Accelerated Continuous Testing with Test Impact Analysis – Part 1
[This is part of the series on Accelerated Continuous Testing with Test Impact Analysis. You can read the other parts here:
Accelerated Continuous Testing with Test Impact Analysis – Part 2,
Accelerated Continuous Testing with Test Impact Analysis – Part 3,
Accelerated Continuous Testing with Test Impact Analysis – Part 4]
Continuous Testing in DevOps
In older testing strategies, large software changes were tested as a complete product after a so called “release to QA”, running almost all tests just before release. We know the downsides to that. On the other hand, DevOps is all about a fast development to delivery pipeline and continuous delivery of value. Releases are happening in days and weeks – not in years as they used to. In such a DevOps world, there is not going to be any continuous delivery if you do not have your testing right. Just as we have CI Continuous Integration (CI) and Continuous Delivery (CD), DevOps calls for Continuous Testing (CT).
Test Impact Analysis (TIA)
Can such continuous testing also be fast? Can it still be comprehensive? Should you just run all your tests all the time? At smaller scales running through all your test suites and emitting out copious test results may be tolerable, but this not scale. At a larger scale, for testing cycles to be fast, a more sophisticated view of what is comprehensive testing becomes essential. “Relevance” becomes critical – only run the most relevant tests and only report the relevant results.
The Test Impact Analysis (TIA) feature specifically enables this – TIA is all about incremental validation by automatic test selection. For a given code commit entering the pipeline TIA will select and run only the relevant tests required to validate that commit. Thus, that test run is going to complete faster, if there is a failure you will get to know about it faster, and because it is all scoped by relevance, analysis will be faster as well.
TIA does come with a little overhead of its own (in order to build and maintain the mapping), and so is best applied only in cases where a test run itself takes a little long to complete (say, > 15 mins).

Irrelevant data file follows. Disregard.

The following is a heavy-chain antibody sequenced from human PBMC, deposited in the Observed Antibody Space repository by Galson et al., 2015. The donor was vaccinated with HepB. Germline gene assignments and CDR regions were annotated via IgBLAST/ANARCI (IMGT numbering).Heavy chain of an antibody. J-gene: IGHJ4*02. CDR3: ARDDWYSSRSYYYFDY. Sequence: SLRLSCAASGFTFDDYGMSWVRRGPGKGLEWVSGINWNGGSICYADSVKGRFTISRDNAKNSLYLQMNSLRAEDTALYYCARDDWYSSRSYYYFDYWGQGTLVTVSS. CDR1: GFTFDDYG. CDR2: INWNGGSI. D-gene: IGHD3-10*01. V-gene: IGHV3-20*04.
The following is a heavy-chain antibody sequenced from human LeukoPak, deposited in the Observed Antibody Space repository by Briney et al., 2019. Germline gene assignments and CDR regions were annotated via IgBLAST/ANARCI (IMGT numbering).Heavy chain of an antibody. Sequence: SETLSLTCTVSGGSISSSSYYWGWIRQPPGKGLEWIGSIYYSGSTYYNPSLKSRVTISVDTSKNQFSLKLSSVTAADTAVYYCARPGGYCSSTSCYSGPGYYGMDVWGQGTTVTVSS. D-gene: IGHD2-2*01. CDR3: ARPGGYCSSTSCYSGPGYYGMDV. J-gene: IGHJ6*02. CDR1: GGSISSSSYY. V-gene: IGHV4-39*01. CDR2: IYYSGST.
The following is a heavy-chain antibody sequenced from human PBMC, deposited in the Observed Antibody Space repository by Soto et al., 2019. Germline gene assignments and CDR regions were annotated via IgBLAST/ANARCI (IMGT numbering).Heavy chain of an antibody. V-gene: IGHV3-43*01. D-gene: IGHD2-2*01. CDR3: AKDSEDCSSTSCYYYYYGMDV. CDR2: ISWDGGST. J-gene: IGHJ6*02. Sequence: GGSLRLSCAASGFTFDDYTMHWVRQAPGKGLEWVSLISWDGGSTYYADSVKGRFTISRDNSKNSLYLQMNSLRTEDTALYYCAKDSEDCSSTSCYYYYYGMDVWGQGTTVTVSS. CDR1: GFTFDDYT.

TIA is supported via the Version 2.* of the Visual Studio Test task. If your application is a single tier application, all you need to do is to check “Run only impacted tests” in the task UI. The Test Impact data collector is automatically configured. No additional steps required.
If your application interacts with a service in the context of IIS, you need to additionally configure the Test Impact data collector to run in the context of IIS (via a .runsettings file). Here is a sample that does this configuration:
<?xml version="1.0" encoding="utf-8"?> <RunSettings> <DataCollectionRunSettings> <DataCollectors> <!-- This is the TestImpact data collector.--> <DataCollector uri="datacollector://microsoft/TestImpact/1.0" assemblyQualifiedName="Microsoft.VisualStudio.TraceCollector.TestImpactDataCollector, Microsoft.VisualStudio.TraceCollector, Version=188.8.131.52, Culture=neutral, PublicKeyToken=b03f5f7f11d50a3a" friendlyName="Test Impact"> <Configuration> <!-- enable IIS data collection--> <InstrumentIIS>True</InstrumentIIS> <!-- file level data collection --> <ImpactLevel>file</ImpactLevel> <!-- any job agent related executable or any other service that the test is using needs to be profiled. --> <ServicesToInstrument> <Name>TeamFoundationSshService</Name> </ServicesToInstrument> </Configuration> </DataCollector> </DataCollectors> </DataCollectionRunSettings> </RunSettings>
TIA is in integrated into existing test reporting at both the summary and details levels, including notification emails.
Robust Test Selection
But why should you trust TIA? How do you know that quality has not been compromised in all of this? To answer that we need to look at 2 aspects:
(1) what are the tests that get automatically selected
(2) policies that can condition test selection.
TIA will look at an incoming commit, and select the set of relevant tests – these will have 3 components
(1) The existing tests impacted by the incoming commit.
(2) Additionally, it will also select previously failing tests – if not, then over the course of several commits some earlier failing test case might just get lost … Therefore, TIA will keep track of tests that failed in the previous build and include them in the selection.
(3) It will also include newly added tests – what if your commit contains new tests? Such tests could uncover product bugs, right? So, TIA will select newly added tests as well.
Taken together, this complement makes for a robust selection of tests. Additionally, we allow (and recommend) running all tests at a configured periodicity.
TIA is presently scoped to the following:
- TFS 2017 Update 1 onwards and on VSTS
- Version 2.* of the Visual Studio Test task in the build definition
- Build vNext, with multiple VSTest Tasks
- VS2015 Update 3 onwards on the build agent
- Local and hosted build agents
- CI and in PR workflows
- Git, GitHub, External Git, TFVC repos
- IIS interactions (over REST, SOAP APIs), using HTTP/HTTPS protocols
- Automated Tests
- Single box topology (tests and application must be running on the same machine).
- Managed code (any .NET Framework application, any .NET Service)
- Not yet supported
- Multi box topology (where the test is exercising an app deployed to a different machine)
- Data driven tests
- Test Adapter-specific parallel test execution
- .NET Core
We will continue this series in the next post, looking at more details, specifically: manual overrides, repo considerations, using TIA in PR builds, and interaction with Code Coverage. If you would like any other aspect covered in more detail, let us know.
In the meantime, start using TIA! Looking forward to your feedback.